Studies were identified by searching Medline, Embase, Cochrane Library, CINAHL, Joanna Briggs Institute, Psychinfo, Web of Science, Scopus, APAIS, Australian Medical Index, Community of Science and Google Scholar from 1 January 1985 to 30 April 2009. Health literacy and related concepts are poorly indexed in the databases so a list of text words were developed and tested for use. Hand searches were also conducted of four key journals. Studies published in English and included males and females aged 18 years and over with at least one SNAPW risk factor for the development of a chronic disease. The interventions had to be implemented within primary health care, with an aim to influence the health literacy of patients to make SNAPW lifestyle changes. The studies had to report an outcome measure associated with health literacy (knowledge, skills, attitudes, self efficacy, stages of change, motivation and patient activation) and SNAPW risk factor.
The definition of health literacy in terms of functional, communicative and critical health literacy provided the guiding framework for the review.
Results
52 papers were included that described interventions to address health literacy and lifestyle risk factor modification provided by different health professionals. Most of the studies (71%, 37/52) demonstrated an improvement in health literacy, in particular interventions of a moderate to high intensity.
Non medical health care providers were effective in improving health literacy. However this was confounded by intensity of intervention. Provider barriers impacted on their relationship with patients.
Conclusion
Capacity to provide interventions of sufficient intensity is an important condition for effective health literacy support for lifestyle change. This has implications for workforce development and the organisation of primary health care.
doi:10.1186/1471-2296-13-44
PMCID: PMC3515410  PMID: 22639799
Health literacy; Lifestyle risk factor modification; Primary health care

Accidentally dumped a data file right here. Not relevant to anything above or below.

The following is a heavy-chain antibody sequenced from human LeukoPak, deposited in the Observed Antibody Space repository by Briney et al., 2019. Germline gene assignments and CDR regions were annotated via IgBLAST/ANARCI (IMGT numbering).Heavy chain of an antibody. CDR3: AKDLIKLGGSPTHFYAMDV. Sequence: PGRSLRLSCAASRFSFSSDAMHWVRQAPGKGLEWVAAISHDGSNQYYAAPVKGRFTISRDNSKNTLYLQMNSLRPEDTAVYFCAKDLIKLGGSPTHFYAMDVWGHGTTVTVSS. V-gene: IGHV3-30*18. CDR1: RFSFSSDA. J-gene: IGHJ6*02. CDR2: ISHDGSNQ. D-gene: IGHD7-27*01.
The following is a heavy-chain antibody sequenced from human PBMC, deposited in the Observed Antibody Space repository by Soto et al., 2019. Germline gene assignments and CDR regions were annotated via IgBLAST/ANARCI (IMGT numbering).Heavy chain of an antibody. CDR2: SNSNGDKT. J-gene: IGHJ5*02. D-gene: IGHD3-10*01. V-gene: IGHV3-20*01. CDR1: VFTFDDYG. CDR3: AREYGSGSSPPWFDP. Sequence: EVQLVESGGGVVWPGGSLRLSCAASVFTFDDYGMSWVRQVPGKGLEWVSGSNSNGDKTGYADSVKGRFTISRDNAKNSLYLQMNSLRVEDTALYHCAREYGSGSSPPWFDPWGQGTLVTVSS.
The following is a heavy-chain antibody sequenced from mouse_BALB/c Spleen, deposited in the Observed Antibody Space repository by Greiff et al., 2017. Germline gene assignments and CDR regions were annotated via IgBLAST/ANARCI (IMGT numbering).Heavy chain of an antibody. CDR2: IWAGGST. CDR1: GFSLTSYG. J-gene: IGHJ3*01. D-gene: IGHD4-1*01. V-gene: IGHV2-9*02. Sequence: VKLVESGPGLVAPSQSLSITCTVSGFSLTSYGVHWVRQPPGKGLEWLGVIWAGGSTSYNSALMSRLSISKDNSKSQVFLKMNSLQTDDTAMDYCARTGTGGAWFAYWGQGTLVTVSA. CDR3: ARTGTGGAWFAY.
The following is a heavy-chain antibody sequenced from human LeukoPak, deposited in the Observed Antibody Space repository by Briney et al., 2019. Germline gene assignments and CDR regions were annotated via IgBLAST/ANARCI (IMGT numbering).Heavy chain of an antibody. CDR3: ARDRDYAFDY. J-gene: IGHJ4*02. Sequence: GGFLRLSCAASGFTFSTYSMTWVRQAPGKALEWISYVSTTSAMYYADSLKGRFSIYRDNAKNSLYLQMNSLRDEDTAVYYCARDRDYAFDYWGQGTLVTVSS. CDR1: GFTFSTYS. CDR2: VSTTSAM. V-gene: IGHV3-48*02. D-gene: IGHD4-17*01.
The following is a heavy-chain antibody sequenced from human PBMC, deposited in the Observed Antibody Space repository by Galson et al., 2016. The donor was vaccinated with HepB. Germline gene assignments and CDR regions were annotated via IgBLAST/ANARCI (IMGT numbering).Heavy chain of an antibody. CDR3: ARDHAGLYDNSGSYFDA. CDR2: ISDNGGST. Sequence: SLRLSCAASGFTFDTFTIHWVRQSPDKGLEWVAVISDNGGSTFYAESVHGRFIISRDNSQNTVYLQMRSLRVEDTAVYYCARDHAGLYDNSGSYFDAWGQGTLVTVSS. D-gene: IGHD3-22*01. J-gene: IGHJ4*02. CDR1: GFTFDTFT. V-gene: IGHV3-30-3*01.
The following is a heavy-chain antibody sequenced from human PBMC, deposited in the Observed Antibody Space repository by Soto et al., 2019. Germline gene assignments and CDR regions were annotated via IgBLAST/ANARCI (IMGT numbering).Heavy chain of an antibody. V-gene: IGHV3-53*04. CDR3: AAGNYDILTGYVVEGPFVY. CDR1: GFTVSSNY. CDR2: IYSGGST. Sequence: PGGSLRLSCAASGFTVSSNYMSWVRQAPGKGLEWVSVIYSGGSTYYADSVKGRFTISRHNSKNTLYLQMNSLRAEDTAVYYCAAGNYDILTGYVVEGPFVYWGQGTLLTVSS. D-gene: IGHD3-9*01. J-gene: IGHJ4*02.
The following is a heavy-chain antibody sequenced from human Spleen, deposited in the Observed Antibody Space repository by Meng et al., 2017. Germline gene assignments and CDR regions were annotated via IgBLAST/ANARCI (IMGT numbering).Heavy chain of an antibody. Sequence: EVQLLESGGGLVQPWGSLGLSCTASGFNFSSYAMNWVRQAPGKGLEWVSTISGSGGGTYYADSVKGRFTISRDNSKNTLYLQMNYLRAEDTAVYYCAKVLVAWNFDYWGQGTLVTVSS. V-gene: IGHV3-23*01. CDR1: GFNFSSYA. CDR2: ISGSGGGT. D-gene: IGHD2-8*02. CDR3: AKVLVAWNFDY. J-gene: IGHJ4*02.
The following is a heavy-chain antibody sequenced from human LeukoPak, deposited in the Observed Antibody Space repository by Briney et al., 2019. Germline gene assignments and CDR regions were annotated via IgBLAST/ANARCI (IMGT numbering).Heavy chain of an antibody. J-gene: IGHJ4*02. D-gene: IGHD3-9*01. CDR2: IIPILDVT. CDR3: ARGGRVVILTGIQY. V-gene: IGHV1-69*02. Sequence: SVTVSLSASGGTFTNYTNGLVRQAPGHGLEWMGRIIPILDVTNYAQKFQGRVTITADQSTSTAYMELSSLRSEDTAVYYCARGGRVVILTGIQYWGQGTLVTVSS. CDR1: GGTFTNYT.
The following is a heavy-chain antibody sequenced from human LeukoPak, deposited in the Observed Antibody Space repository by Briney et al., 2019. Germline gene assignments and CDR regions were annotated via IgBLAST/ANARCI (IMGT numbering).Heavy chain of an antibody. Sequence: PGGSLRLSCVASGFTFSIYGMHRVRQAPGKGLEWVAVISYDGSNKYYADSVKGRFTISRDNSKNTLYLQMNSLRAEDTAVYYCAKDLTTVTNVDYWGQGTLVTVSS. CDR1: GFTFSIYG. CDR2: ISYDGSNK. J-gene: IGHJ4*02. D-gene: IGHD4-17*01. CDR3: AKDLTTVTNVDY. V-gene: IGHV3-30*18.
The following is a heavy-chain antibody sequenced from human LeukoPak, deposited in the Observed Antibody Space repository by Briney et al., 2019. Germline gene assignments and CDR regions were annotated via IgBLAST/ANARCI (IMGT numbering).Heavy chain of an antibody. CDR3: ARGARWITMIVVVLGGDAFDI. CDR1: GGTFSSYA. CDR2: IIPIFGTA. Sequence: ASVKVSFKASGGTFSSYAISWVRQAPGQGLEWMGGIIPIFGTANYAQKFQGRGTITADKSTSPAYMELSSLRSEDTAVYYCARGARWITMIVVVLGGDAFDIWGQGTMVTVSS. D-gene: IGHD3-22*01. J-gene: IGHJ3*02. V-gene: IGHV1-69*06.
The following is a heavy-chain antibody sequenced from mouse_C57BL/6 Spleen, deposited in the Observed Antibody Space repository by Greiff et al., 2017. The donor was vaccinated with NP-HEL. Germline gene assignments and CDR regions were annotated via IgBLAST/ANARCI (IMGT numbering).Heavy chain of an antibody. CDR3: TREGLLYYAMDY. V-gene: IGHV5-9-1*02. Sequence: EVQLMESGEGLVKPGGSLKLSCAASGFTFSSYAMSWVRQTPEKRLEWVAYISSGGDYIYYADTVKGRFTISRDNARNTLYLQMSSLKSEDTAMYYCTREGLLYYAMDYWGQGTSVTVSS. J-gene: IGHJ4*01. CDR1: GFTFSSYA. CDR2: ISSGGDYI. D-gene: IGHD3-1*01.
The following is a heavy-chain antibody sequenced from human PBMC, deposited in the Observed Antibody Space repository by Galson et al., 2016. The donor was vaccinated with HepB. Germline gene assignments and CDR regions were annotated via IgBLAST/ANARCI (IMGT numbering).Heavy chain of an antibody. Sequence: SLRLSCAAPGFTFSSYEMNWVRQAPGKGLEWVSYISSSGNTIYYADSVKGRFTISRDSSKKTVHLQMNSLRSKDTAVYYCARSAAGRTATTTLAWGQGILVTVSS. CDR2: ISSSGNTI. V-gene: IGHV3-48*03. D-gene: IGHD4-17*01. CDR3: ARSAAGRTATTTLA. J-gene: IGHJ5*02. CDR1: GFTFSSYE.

11.  Study protocol: the DESPATCH study: Delivering stroke prevention for patients with atrial fibrillation - a cluster randomised controlled trial in primary healthcare 
Background
Compelling evidence shows that appropriate use of anticoagulation in patients with nonvalvular atrial fibrillation reduces the risk of ischaemic stroke by 67% and all-cause mortality by 26%. Despite this evidence, anticoagulation is substantially underused, resulting in avoidable fatal and disabling strokes.
Methods
DESPATCH is a cluster randomised controlled trial with concealed allocation and blinded outcome assessment designed to evaluate a multifaceted and tailored implementation strategy for improving the uptake of anticoagulation in primary care. We have recruited general practices in South Western Sydney, Australia, and randomly allocated practices to receive the DESPATCH intervention or evidence-based guidelines (control). The intervention comprises specialist decisional support via written feedback about patient-specific cases, three academic detailing sessions (delivered via telephone), practice resources, and evidence-based information. Data for outcome assessment will be obtained from a blinded, independent medical record audit. Our primary endpoint is the proportion of nonvalvular atrial fibrillation patients, over 65 years of age, receiving oral anticoagulation at any time during the 12-month posttest period.
Discussion
Successful translation of evidence into clinical practice can reduce avoidable stroke, death, and disability due to nonvalvular atrial fibrillation. If successful, DESPATCH will inform public policy, providing quality evidence for an effective implementation strategy to improve management of nonvalvular atrial fibrillation, to close an important evidence-practice gap.
Trial registration
Australia and New Zealand Clinical Trials Register (ANZCTR): ACTRN12608000074392
doi:10.1186/1748-5908-6-48
PMCID: PMC3121604  PMID: 21599901
12.  Quit in General Practice: a cluster randomised trial of enhanced in-practice support for smoking cessation 
BMC Family Practice  2010;11:59.
Background
This study will test the uptake and effectiveness of a flexible package of smoking cessation support provided primarily by the practice nurse (PN) and tailored to meet the needs of a diversity of patients.
Methods/Design